Brutus was a gentle and honest man who killed caesar for the right reasons and not just so he would have a greater shot at becoming the king of rome. He would have rather watched himself die a thousand deaths than to watch his city in peril. Cassius helped talk Brutus into killing Caesar over jealousy. Brutus only went along with the idea because he knew that Caesar was an improper ruler for rome and its people. Brutus put his city and its people n front of him and that was his tragic flaw.
This is directed towards some of the other assassins because he knew many of them had poor intentions. Cassius was part of the assassins only because he was jealous and feared that if Caesar became king he would be killed. Almost all the assassins killed Caesar because they did not like him. Brutus loved Caesar, but he loved Rome and its people
William Shakespeare’s The Tragedy of Julius Caesar is a play written to describe the death of Julius Caesar and the trials that happen after. Although the story is written with the intention of focusing on the effect of Julius Caesar on the people of Rome, it indirectly focuses on Marcus Brutus and the consequences of his decision to kill Caesar. I believe Brutus was misunderstood in much of the work. Throughout the play, he was portrayed as a murderer and a backstabber rather than a noble man who faced much inner turmoil over the situations he was put into. I sympathize with Brutus considering that he is blamed for the death of a tremendous leader.
Brutus spoke of Caesar as his friend who was too ambitious for his own good, while Antony questioned Brutus' words and made everyone else consider his words too. Brutus explains "As Caesar loved me, I weep for him." Brutus still considered Caesar a friend and is distraught by his death. But he also knew Caesar was too powerful for his own good and could only be stopped by one way. In Antony's speech, he exclaims "He was my friend, faithful and just to me."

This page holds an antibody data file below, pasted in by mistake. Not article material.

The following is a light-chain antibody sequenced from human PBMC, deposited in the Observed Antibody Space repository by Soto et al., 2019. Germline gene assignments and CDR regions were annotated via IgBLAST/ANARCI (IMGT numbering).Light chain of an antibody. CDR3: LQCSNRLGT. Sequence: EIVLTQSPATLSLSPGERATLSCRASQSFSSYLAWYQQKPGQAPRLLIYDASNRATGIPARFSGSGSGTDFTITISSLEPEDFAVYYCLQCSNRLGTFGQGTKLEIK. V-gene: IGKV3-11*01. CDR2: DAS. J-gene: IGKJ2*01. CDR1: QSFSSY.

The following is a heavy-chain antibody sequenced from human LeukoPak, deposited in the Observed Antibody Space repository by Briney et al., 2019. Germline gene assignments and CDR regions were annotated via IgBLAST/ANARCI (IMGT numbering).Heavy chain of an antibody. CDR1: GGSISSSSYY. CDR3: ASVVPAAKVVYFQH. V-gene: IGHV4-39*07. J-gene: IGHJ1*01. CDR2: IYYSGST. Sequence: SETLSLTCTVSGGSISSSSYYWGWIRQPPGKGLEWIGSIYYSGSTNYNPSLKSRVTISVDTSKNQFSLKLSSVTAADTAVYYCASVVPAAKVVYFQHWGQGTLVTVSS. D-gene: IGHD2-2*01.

He explains to the people of Rome how Caesar couldn’t have been an ambitious man; he has turned down a crown three times. Brutus and Antony use persuasion throughout the play to explain further on why Brutus helps kill Caesar and how Antony gets the people of Rome to turn against Brutus. First, Brutus tells the people of Rome that he had only killed Caesar so they could finally all be free from his power. For example, when Brutus says,”not that I loved Caesar less, but that I loved/ Rome more. Had you rather Caesar were living, and/ die all slaves, than that Caesar were dead, to live all/ freemen?”(3.2.23-26).
During the Roman times, a wise man’s usage of words has the ability to persuade other’s minds, especially during a time of crisis. William Shakespeare writes Julius Caesar as a tragedy in 1599 to explain the conspiracy against Julius Caesar. In William Shakespeare’s Julius Caesar, Cassius & the other conspirators viciously stab Julius Caesar to death which causes an outrage among the plebeians. Brutus tries to justify to the crowd the reason as to why they kill Caesar. Brutus exclaims Caesar’s ambition shows Caesar’s ability to eventually become a tyrant.